Night Skies & Night Flowers

Posted May 29th, 2015 by Nicole Mihalos and filed in Dea Digs, Gardening
Comments Off on Night Skies & Night Flowers

Of ­all things in our experience, the night sky is truly the most awesome. For city dwellers, not even ‘pollution’ from nighttime illumination can dampen the full moon, Mars, or Venus. For those living farther out in the darker domains, even greater wonders are there on any cloud-free night. And for those with a Tanglewood conservatory, these wonders can be enjoyed year-round in the most special of ways.

Imagine: on a lovely clear night, you relax with your favorite beverage in hand and a tray of tantalizing snacks at the ready. You’ve made a special appointment with the universe—one of a rare number throughout the year. The universe wants to treat you to the most marvelous of shows: the Quadrantids, Lyrids, Eta Aquarids, Perseids, Draconids, hylcrsgtmlnsOrionids, Taurids, Leonids, or Geminids. These are the yearly meteor showers which rain mystery down into our atmosphere.

And as you wait excitedly for that first falling star, something else can be there to enhance the experience and delight your senses. There are many plants that are active at night, sending out perfume and flaunting their beauty in hopes of attracting night-time pollinators like moths and bats.

In the case of the Night-blooming cereus, that pollinator could be you! This common moniker actually refers to quite a few cacti, but if you own the Hylocereus genre (species undatus—to be exact), you could pollinate those huge, stunning starry blooms by hand and be rewarded with dragonfruit in a few months. There is even a wonderful dwarf version that is very free-flowering. What a special thing to do on a special night—something adults and children alike would find as magical as the meteors.

It cannot be overstated that the variety of cacti that bloom at night is astounding, particularly the epiphytes (tree or rock-dwelling). It is well worth the time to do a little research into what fits your environment best. Some are desert-dwelling and others come from the rainforest; they are generally very forgiving plants. But cacti aren’t the only nocturnal bloomers.

Night-blooming plants haBrgmnsve a tendency to be highly perfumed, because unlike the stars, moon, and meteors, they aren’t necessarily illuminated. A bat or moth needs to be able to find them, so they often out-scent even the finest roses. However, the majority of them tend to be colored in the lighter range—often white or lighter shades of yellow, blue, or pink.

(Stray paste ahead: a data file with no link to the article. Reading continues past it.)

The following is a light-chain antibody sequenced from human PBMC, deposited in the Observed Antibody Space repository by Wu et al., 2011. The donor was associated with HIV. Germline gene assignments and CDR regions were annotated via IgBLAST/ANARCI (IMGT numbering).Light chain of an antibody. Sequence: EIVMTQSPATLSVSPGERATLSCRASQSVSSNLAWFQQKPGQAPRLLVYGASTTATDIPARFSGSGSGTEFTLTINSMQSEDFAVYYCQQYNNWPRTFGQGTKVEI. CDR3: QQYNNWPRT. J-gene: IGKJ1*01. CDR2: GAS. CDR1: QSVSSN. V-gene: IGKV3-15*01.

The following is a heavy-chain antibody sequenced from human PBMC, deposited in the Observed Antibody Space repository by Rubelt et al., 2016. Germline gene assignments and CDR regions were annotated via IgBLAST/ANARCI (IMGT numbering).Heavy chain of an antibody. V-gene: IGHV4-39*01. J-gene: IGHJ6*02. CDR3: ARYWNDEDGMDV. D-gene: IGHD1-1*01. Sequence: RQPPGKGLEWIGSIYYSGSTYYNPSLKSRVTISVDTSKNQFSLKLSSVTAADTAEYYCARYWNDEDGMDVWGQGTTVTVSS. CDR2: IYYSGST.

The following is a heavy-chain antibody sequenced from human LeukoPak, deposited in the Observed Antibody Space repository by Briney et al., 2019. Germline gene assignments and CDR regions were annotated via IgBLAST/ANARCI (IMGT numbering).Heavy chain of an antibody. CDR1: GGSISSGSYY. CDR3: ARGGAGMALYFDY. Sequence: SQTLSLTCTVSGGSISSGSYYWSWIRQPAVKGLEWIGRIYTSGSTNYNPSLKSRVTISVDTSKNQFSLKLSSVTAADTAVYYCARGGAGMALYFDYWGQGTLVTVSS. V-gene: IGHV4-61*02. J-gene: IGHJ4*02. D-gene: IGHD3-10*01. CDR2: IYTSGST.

Another wonderful nocternal conservatory contender is anything in the Brugmansia genus, aka Angel’s Trumpet. These semi-tree/shrubs are fairly easy container growers and have huge, trumpet-shaped hanging flowers with a beauty to match their night-time scent. There are so many varieties available due to avid fans of the plants that you’ll have a hard time choosing a cultivar. This is one plant that will entice you into trying several types. Its upright-flowered sibling, Datura, is just as lovely with a very special double purple variety that’s better grown as an annual—easily done from seed. It will bloom and bloom and bloom. Both species need consistent watering and benefit from daily showering if grown under glass. There is much to learn about these plants, which have a depth that make them great star-gazing companions.

Ylang Ylang (Cananga odorata) is a tropical tree prized for its scent and used in perfumes. Its heavenly scent is deepest at night and will send you skyward toward those stars at which you’re gazing! You can try growing it, or more manageably, there is a dwarf variety (Cananga odorata var. fruticosa). As with other tropical night-bloomers, warmth and humidity (easily created with the pot saucer filled with gravel and water) make for the best scent.

The flowers on the umbels of night-blooming jasmine (Cestrum nocturnum) are so perfectly star-shaped, a star-gazer can only marvel. The scent is so heavy that some might even prefer other jasmines, such as Arabian jasmine (Jasminum sambac), which is more free-flowering and a smaller, more manageable plant.


Other sweet-scented night-bloomers are Moonflower (Ipomoea alba), Tuberose (Polianthes tuberosa), and Night Phlox, aka Midnight Candy (Zaluzianskya capensis). These require a bit more care and planning—to be treated like annuals rather than continuous greenhouse specimens. It would be easy to time them to bloom during one of the meteor events or a full moon.

You’re bound to fall in love with some or all of these plants, even enticing you into throwing a night-time party not only for celestial entertainment, but to also do some botanical star-gazing. There are so many choices that they nearly rival the boundless numbers of stars.


Enjoy your wonderful nighttime activities and you might just catch Cassiopeia winking at you!



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